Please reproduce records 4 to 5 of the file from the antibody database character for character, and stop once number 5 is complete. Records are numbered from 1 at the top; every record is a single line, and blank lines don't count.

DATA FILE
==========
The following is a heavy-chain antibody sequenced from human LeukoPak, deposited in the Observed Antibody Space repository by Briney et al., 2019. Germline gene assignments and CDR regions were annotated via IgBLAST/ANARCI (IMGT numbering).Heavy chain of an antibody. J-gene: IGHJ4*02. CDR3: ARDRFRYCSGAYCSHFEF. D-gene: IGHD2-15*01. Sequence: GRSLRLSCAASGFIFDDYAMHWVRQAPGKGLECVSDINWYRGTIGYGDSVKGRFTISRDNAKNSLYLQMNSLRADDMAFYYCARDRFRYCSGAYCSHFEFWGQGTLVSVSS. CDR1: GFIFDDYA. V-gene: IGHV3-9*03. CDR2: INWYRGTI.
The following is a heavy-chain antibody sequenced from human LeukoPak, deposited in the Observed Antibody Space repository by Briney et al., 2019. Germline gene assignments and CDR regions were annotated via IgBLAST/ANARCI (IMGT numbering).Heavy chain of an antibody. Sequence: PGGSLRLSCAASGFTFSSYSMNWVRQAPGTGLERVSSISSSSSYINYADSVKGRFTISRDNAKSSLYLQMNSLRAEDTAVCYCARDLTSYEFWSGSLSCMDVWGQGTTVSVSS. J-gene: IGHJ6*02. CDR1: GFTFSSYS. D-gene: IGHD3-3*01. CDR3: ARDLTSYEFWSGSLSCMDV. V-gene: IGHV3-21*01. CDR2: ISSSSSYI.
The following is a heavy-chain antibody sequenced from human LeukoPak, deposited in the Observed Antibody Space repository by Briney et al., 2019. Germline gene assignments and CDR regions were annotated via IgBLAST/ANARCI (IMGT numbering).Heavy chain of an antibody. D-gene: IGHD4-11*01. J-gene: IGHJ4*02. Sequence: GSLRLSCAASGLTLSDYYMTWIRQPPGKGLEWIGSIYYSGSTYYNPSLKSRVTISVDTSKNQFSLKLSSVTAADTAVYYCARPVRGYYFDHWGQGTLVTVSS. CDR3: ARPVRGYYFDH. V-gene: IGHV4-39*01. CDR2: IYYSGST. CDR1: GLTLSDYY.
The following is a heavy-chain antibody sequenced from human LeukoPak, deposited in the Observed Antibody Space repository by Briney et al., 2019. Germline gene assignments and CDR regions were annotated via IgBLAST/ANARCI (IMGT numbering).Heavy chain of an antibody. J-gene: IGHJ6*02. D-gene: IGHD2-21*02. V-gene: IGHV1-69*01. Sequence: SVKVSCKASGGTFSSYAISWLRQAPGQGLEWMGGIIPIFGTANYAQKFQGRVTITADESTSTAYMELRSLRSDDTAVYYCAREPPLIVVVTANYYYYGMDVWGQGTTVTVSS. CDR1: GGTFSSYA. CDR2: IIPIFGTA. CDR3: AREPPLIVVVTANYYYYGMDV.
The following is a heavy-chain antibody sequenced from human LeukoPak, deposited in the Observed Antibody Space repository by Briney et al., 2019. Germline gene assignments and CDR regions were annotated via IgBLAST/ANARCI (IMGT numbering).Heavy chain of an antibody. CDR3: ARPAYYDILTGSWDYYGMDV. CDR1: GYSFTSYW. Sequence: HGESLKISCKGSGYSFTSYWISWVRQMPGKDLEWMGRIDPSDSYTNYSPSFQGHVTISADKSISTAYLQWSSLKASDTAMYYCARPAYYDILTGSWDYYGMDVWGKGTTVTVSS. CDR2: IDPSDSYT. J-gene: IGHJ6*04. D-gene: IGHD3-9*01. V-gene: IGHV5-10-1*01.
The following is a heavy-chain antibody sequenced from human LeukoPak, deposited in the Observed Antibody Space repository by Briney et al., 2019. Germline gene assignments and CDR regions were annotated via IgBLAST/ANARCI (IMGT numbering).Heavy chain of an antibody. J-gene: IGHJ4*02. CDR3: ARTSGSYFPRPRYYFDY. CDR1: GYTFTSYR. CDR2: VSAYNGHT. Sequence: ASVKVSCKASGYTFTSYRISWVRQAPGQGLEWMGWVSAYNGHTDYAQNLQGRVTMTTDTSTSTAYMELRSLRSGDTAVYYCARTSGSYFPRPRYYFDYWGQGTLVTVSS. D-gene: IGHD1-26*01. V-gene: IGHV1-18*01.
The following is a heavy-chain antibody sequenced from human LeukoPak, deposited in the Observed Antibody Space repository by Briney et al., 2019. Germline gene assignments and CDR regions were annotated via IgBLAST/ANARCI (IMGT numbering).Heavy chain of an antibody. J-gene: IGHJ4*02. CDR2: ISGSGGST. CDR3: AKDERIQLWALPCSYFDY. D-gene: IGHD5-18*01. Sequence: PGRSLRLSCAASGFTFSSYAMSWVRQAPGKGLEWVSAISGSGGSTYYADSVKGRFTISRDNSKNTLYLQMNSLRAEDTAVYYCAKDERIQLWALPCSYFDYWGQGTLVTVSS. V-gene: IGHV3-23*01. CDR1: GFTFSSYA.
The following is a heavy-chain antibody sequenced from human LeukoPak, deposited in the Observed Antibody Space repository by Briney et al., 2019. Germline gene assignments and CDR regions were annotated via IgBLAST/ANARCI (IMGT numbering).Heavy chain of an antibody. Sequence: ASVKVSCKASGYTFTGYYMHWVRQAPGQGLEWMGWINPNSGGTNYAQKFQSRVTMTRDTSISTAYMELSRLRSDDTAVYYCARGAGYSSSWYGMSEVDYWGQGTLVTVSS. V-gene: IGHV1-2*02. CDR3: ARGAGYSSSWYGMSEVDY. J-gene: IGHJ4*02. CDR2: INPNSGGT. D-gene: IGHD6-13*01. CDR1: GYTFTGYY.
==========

The following is a heavy-chain antibody sequenced from human LeukoPak, deposited in the Observed Antibody Space repository by Briney et al., 2019. Germline gene assignments and CDR regions were annotated via IgBLAST/ANARCI (IMGT numbering).Heavy chain of an antibody. J-gene: IGHJ6*02. D-gene: IGHD2-21*02. V-gene: IGHV1-69*01. Sequence: SVKVSCKASGGTFSSYAISWLRQAPGQGLEWMGGIIPIFGTANYAQKFQGRVTITADESTSTAYMELRSLRSDDTAVYYCAREPPLIVVVTANYYYYGMDVWGQGTTVTVSS. CDR1: GGTFSSYA. CDR2: IIPIFGTA. CDR3: AREPPLIVVVTANYYYYGMDV.
The following is a heavy-chain antibody sequenced from human LeukoPak, deposited in the Observed Antibody Space repository by Briney et al., 2019. Germline gene assignments and CDR regions were annotated via IgBLAST/ANARCI (IMGT numbering).Heavy chain of an antibody. CDR3: ARPAYYDILTGSWDYYGMDV. CDR1: GYSFTSYW. Sequence: HGESLKISCKGSGYSFTSYWISWVRQMPGKDLEWMGRIDPSDSYTNYSPSFQGHVTISADKSISTAYLQWSSLKASDTAMYYCARPAYYDILTGSWDYYGMDVWGKGTTVTVSS. CDR2: IDPSDSYT. J-gene: IGHJ6*04. D-gene: IGHD3-9*01. V-gene: IGHV5-10-1*01.